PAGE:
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    South Asia
     Aug 3, 2006
India the digital dumping ground
By Indrajit Basu

KOLKATA - Even as the United States pushes India to relax its restrictions on importing used computers and parts, shiploads of illegally imported equipment from the US and other developed countries are swamping India, contributing to a growing "e-waste" problem.

India and the United States are engaged in tough negotiations over import of second-hand computers and parts, with the US insisting that India allow more liberal importation of "pre-used" hardware, according to reports. India prefers to stick to its norm of importing hardware that has at least 80% residual life left.

"Exact hard numbers are hard to come by, but close to 40,000 tons of used electronic equipment find their way to India every month, unnoticed, much of which are getting routed to illegal



electronics dump grounds every month," said Ravi Agarwal, director of the non-profit environmental group Toxics Link. The equipment is then incinerated, contaminating the environment with toxic organic compounds and metals, he said.

"Computers and electronic equipment which are discarded in the West have started arriving in India and the entire South Asian market in huge quantities and, following China's ban on imported electronic waste last year, India has emerged as the largest dumping ground of e-waste for the developed world," he said.

It isn't difficult to gauge the increasing magnitude of the electronic-waste problem threatening India. Visit the numerous lanes off the central part of Bangalore or Mandoli, an industrial estate on the Delhi-Uttar Pradesh border, home to some illegal scrapyards.

Small groups of boys, young women and even men tear apart personal computers, monitors and other electronic hardware with their bare hands, sifting through the components. The reusable parts are segregated, and the rest sent for extraction - glass from the cathode-ray tubes and various types of metals, including traces of gold and silver.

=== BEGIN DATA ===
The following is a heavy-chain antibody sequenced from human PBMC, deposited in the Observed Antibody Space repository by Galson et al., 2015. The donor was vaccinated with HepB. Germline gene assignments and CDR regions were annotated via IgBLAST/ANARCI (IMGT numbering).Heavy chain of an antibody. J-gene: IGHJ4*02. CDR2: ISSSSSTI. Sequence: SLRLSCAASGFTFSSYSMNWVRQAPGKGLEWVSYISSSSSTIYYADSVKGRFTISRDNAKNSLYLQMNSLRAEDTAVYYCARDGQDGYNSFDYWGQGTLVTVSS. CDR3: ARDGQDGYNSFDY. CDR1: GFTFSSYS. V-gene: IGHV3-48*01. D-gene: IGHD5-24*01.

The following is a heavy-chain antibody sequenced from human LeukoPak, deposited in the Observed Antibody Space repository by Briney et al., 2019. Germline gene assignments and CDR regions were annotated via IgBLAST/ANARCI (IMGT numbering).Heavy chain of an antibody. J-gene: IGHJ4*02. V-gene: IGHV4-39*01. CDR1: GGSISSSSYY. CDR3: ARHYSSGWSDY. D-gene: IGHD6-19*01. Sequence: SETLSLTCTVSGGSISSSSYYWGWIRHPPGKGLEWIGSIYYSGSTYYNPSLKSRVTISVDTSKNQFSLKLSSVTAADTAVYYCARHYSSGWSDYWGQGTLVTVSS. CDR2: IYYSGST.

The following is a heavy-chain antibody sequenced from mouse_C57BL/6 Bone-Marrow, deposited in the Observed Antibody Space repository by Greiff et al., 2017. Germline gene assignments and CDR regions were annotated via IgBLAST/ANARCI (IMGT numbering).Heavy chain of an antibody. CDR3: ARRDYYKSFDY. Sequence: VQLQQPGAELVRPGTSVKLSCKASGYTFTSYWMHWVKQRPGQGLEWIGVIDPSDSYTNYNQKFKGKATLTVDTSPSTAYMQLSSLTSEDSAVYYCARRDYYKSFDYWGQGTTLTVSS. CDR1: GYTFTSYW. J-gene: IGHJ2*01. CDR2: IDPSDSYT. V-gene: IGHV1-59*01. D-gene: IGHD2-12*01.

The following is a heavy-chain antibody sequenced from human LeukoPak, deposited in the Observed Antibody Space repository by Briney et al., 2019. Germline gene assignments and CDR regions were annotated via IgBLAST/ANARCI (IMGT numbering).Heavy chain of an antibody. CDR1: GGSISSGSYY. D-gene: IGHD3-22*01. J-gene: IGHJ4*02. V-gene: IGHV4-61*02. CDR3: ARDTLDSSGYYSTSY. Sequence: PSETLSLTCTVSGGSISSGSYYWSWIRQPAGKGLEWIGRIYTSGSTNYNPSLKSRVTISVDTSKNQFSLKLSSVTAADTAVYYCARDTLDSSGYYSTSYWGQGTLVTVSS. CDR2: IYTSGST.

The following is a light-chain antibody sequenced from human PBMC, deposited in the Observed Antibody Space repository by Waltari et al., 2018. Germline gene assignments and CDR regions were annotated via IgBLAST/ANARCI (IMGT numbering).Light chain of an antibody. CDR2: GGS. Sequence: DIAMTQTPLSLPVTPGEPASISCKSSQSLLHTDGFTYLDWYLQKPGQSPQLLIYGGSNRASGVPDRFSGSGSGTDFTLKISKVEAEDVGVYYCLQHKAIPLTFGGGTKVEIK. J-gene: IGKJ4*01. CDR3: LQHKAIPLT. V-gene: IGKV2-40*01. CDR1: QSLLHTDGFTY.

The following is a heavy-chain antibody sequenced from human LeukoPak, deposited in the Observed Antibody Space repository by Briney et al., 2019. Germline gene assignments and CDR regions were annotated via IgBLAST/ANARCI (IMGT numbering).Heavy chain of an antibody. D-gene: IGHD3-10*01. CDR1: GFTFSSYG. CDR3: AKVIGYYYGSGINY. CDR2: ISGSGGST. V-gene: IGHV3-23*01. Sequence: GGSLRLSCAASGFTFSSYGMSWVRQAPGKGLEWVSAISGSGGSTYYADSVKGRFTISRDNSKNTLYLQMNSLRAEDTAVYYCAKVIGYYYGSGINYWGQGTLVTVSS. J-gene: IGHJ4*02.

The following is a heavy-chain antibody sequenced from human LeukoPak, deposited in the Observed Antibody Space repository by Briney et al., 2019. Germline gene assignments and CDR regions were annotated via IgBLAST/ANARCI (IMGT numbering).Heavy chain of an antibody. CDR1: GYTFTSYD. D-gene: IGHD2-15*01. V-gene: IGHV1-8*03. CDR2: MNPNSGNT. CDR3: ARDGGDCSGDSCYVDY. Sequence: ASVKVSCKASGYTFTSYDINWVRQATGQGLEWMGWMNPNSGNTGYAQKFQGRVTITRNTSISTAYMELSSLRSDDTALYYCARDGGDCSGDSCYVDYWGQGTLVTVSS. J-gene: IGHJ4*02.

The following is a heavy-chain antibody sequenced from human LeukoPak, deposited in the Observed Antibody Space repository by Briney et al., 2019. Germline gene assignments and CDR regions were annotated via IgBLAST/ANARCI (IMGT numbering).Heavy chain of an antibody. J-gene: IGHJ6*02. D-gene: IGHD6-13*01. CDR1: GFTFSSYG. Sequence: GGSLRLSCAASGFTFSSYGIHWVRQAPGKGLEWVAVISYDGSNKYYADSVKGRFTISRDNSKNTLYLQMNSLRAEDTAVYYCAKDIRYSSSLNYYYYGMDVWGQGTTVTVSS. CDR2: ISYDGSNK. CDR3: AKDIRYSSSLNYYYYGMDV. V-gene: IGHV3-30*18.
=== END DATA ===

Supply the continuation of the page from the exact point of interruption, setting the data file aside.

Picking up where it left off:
The remaining waste is broken down and incinerated in huge cauldrons filled with acids that continuously spew out foul smoke. Whatever can't be incinerated is broken down with chisels and hammers and dumped into the nearest sewer or garbage bins, from where it goes to the landfills. And for doing the dirty work, adult laborers are paid at the most US$2 a day.

Environmental organizations say Delhi's "e-scrap" yards alone employ more than 15,000 laborers who handle 12,000 tons of e-waste a year, while close to 100% of total e-waste-processing activity takes place in unorganized recycling and back-yard scrap-trading outfits.

"Electronic hardware contains toxic metals such as lead, mercury, cadmium and beryllium and hazardous chemicals, such as brominated flame retardants, which can cause grave damage to humans," said Greenpeace India official Vinuta Gopal, who along with her organization is fighting to control the waste menace in the country.

Yet illegal e-waste processing continues undeterred because disposal of obsolete electronic equipment has become a lucrative business in India.